Watlington Climate Action Plan: Your home and “Net Zero”

The last time we looked at Watlington’s Carbon Footprint, the amount of carbon dioxide and other greenhouse gasses that we emit as a parish: about 13,400 tonnes every year or around 5 tonnes for each resident.

The largest single source of our emissions is the energy we use in our homes. Heating, lighting, cooking, running computers, washing machines and other appliances produce 40% of our emissions either directly when we light the gas boiler or generating the electricity we use.

In Watlington most houses use gas as the principle energy source.

Sooner or later, we are all going to have to do something to reduce this if we are to get to “Net-Zero” and stop the planet from warming up.

You can reduce the amount of energy you use (and your emissions) right now. Insulating your home (double glazing, loft insulation and cavity wall for example) can make a difference and government grants may be available. Turning down thermostats and not heating rooms you don’t use can also help. Depending on your house, this could reduce your household emissions by up to 15%.

To get to zero though you need to change the source of energy away from fossil fuels. Biofuels (wood burners for example) are one choice but can have air quality impacts.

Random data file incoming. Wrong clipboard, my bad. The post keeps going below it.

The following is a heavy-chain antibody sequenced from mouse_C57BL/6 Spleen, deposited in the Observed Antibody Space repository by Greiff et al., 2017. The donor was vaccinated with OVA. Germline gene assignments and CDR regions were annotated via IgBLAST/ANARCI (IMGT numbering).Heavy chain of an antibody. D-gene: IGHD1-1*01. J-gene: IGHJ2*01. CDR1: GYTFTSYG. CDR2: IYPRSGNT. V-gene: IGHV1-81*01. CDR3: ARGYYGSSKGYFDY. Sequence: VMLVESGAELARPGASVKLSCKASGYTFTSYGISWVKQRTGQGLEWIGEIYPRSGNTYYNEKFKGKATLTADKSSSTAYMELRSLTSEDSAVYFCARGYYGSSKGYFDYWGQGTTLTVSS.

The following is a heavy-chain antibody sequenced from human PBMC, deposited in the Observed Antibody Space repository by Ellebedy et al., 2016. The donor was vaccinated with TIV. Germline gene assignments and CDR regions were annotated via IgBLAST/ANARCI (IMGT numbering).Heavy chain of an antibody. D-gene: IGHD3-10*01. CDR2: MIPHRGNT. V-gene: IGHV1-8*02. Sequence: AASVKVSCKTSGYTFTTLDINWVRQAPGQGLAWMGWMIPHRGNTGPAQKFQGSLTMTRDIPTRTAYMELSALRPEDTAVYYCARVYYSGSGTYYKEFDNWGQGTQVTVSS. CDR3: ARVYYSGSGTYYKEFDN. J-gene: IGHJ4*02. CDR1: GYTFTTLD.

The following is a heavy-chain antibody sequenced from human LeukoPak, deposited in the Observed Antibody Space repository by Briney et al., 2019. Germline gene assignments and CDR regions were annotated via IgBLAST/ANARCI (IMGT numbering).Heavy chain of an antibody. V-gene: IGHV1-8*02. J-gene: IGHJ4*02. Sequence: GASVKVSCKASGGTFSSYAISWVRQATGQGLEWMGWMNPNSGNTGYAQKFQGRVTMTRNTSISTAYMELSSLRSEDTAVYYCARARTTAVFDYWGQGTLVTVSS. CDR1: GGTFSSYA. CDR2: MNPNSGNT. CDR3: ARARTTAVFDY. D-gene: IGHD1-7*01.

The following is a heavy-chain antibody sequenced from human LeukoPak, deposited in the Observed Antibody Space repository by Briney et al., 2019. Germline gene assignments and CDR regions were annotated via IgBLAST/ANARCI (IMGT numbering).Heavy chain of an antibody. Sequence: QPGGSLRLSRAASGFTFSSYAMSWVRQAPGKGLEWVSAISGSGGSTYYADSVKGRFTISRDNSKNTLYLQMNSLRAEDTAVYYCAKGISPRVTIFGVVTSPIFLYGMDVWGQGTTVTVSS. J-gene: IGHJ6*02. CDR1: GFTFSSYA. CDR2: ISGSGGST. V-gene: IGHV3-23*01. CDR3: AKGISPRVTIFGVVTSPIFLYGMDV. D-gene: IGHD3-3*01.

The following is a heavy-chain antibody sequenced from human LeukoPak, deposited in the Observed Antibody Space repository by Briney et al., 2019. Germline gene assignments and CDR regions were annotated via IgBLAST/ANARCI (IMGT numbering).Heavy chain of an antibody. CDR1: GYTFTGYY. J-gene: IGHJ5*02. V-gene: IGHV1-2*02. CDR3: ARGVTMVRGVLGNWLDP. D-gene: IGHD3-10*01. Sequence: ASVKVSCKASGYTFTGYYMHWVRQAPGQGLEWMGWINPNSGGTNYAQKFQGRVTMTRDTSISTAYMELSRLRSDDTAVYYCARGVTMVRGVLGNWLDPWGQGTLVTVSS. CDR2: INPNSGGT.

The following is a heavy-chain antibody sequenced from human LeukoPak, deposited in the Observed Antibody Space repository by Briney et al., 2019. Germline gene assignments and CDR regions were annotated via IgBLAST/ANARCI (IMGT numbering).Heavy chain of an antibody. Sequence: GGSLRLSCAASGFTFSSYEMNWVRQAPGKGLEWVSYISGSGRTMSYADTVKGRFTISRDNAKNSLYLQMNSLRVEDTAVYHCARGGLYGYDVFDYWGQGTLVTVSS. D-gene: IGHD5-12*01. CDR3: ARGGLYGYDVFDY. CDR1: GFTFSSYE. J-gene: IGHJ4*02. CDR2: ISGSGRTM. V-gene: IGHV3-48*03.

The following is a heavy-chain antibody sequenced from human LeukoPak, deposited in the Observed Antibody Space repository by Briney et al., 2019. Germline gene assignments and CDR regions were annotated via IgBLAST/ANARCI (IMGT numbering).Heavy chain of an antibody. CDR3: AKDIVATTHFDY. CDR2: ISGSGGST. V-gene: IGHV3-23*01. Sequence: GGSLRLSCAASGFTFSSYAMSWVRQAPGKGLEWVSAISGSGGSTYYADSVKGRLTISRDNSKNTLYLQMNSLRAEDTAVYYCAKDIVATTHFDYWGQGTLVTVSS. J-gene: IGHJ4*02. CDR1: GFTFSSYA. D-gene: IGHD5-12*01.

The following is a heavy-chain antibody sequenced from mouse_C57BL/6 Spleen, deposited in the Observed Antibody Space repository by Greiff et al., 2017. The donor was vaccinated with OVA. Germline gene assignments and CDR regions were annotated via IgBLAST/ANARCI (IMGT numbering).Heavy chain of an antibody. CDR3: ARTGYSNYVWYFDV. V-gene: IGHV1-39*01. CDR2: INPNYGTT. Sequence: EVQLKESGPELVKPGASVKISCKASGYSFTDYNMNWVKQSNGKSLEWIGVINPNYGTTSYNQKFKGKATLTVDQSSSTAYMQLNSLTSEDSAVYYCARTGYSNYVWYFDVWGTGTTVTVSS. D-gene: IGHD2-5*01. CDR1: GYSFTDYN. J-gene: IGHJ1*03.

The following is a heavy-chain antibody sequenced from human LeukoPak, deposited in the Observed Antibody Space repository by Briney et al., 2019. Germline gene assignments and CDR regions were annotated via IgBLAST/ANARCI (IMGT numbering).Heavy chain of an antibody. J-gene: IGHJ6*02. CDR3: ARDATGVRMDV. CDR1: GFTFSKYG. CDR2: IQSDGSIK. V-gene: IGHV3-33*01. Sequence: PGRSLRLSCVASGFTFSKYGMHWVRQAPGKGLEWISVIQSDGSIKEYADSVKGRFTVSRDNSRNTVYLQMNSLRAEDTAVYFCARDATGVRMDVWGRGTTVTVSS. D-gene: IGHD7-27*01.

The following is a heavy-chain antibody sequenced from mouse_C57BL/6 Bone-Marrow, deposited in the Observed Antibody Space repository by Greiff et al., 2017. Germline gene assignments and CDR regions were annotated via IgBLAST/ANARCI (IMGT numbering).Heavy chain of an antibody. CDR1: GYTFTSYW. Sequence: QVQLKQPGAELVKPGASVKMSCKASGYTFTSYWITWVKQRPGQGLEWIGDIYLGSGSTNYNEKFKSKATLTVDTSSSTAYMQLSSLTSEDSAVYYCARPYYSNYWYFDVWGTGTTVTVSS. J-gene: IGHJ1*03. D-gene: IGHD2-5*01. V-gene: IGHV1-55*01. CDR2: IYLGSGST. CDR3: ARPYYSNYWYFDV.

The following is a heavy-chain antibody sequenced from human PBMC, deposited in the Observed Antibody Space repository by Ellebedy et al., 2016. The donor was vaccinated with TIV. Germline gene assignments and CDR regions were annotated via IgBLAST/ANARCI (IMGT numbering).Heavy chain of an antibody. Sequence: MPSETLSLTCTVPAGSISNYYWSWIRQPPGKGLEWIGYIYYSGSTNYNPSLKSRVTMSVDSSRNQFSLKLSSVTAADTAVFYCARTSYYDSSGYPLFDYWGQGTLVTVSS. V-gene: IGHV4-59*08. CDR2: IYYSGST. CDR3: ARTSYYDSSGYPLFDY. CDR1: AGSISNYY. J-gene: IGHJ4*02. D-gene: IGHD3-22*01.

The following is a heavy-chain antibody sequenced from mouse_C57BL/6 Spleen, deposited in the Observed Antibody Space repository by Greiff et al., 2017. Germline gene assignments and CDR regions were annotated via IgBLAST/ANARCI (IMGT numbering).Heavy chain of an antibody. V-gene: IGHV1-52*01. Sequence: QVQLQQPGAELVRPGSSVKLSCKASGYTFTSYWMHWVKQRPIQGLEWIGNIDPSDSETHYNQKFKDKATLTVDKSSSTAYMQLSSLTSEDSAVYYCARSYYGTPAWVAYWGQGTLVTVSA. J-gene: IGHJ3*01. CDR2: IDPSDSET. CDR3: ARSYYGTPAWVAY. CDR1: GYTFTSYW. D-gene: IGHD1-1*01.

The cleanest solution is to install electric heating and switch your supplier to one that offers “Green” electricity from renewable sources. We’ll come back to how the electricity supply is changing to zero emissions in a future article.

Electric heating has a reputation as being expensive or, like storage heaters, difficult to control but two new technologies are changing the picture.

Air Source Heat Pumps (ASHP) work a bit like a fridge in reverse. Instead of using a pump to cool down the inside of a fridge and “pumping” the heat out, they pump heat from outside air into your house as warm water to feed your radiators and hot water system.

Because ASHPs only move the heat around rather than creating it, they are 3 or 4 times more efficient than an electric heater. Even better, the Government will pay you for the heat they produce! It all sounds too good to be true but it does work even when it is cold outside – they are widely used in Sweden for example.

A Ground Source Heat Pump (GSHP) does something similar but pumps the heat from underground, using the Earth’s natural warmth. You need a big garden or a deep borehole to get enough heat, so these may not be suitable for many houses in the town and are more expensive to install than ASHPs.

Other options, such as Green Hydrogen to replace natural gas, are emerging but won’t be available in Watlington for the foreseeable future.

Of course, changing your gas boiler to a heat pump isn’t going to be cheap. Prices are expected to fall as they become more popular. A trend that will accelerate when gas boilers are banned in new build houses from 2025. A ban that is likely to be extended to replacement boilers after 2035.

So, when you are thinking about replacing your old boiler, consider installing a zero-emissions alternative instead. It may be more expensive to install but with the recent spike in gas prices and money back from the Government, it will be cheaper to run.


Steve Bolingbroke

8th May 2022

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